And when Pasha, Nikolai’s best friend and heir to the throne, also starts to fall for the mysterious enchantress, Nikolai must defeat the girl they both love . . . or be killed himself.
As long-buried secrets emerge, threatening the future of the empire, it becomes dangerously clear . . . the Crown’s Game is not one to lose.
Steph: Ok, great setting and interesting creative History. I like the strong, larger than life, heroine (though there are quite a few these days . . . ) here because it seems that, to her, romance isn’t number one survival is (I like this Katniss-esque attitude). What I do sorta dread about this is the return of the love triangle, granted this isn’t always a bad device, but here I can see the wheels of contrivance working–why would the Tsar kill the loser? What if his Enchanter is killed or doesn’t work out? To me, it seems obvious that the second enchanter won’t die and that there really isn’t any threat of that so something more plausible might have worked better . . . I am also wary of the multiple POVs that we will most likely be getting . . . I’m very undecided on this one which means, I have to wait for a trusted review.
Nafiza: I adore this cover as well. Hah, it’s the week for cover win! The synopsis makes me excited but I don’t know if the execution will live up to the promise. Still, this is exciting and I am looking forward to giving it a try.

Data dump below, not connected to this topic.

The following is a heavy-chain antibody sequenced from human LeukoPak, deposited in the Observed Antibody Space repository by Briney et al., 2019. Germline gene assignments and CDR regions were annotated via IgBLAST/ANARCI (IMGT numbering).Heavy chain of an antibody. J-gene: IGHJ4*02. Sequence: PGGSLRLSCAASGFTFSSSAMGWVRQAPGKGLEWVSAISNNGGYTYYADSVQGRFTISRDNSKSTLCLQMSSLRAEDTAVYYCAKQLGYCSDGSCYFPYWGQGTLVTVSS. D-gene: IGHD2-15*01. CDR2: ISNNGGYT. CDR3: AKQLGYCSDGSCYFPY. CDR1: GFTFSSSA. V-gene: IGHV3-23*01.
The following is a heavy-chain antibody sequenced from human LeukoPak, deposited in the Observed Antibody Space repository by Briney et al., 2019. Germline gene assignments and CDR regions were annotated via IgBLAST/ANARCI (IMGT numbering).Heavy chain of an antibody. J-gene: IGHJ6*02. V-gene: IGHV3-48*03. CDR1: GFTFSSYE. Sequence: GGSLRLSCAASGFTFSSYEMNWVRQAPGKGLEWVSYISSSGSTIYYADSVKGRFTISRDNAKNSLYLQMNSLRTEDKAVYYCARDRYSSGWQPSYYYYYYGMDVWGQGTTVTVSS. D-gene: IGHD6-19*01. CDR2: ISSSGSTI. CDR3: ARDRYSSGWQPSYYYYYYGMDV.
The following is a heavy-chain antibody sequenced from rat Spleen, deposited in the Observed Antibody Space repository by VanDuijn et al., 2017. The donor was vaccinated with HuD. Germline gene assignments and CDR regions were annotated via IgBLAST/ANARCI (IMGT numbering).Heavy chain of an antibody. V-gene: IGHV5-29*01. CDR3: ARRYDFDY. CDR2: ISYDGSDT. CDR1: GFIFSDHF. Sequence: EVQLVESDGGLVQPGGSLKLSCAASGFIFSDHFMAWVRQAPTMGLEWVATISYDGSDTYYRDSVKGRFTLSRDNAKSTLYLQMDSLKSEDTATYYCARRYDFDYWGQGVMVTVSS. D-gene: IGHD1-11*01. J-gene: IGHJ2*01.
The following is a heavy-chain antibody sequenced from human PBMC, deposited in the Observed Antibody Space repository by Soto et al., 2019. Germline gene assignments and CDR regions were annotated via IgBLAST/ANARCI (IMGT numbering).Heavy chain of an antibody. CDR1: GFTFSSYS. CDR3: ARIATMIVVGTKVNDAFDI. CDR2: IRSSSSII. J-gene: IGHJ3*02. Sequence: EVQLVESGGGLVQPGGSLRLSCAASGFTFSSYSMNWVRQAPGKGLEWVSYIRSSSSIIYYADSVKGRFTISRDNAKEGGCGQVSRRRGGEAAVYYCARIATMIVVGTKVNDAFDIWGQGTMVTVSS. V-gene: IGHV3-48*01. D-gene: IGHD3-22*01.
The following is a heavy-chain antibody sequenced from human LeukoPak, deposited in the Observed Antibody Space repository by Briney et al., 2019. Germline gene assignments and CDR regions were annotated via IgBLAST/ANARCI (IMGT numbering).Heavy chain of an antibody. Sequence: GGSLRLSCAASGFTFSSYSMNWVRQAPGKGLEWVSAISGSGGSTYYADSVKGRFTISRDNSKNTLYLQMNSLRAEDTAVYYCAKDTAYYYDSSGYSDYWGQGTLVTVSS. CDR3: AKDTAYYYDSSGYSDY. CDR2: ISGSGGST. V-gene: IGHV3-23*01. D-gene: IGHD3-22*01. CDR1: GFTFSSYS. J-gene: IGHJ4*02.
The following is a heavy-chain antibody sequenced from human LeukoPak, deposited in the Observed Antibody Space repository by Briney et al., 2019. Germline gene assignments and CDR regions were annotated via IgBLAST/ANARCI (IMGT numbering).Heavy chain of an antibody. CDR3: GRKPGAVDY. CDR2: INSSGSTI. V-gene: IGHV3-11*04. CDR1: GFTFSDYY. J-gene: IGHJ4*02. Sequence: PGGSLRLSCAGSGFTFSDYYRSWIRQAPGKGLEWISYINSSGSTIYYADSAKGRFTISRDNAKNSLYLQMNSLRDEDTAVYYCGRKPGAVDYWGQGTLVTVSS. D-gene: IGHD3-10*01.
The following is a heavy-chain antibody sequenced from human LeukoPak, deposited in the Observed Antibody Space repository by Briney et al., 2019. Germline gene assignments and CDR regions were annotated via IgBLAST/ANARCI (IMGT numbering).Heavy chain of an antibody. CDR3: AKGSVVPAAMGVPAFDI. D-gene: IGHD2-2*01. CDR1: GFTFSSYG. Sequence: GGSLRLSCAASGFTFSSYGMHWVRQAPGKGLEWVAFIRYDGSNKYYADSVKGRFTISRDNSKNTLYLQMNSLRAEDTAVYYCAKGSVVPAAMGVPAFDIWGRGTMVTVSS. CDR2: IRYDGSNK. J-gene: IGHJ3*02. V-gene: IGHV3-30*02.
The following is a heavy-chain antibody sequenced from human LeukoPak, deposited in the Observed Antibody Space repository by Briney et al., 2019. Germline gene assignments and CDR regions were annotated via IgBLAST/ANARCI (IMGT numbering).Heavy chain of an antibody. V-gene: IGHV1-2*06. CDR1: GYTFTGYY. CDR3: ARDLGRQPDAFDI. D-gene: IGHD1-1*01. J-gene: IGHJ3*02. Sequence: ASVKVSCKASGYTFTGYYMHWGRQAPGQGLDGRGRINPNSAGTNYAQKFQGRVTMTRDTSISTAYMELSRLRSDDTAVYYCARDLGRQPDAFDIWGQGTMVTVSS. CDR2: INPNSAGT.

Janet: Oh bother. The cover is intricate – I admire the city as a crown set on water. However, the synopsis is all romance, and increasingly from the male perspective, which could be fun except that it treads close to positing Vika (who sounds like an interesting character) as an object rather an an agent, and as a trophy/victim to be won/dealt with for the sake of the truly important relationship, the friendship between Nikolai and Pasha. I like the friendship. But the wording has me uneasy. May I edit this? Omit the “But can she kill” sentence, the “But his deadly opponent” sentence, and everything that follows the latter. Now that book I would pick up.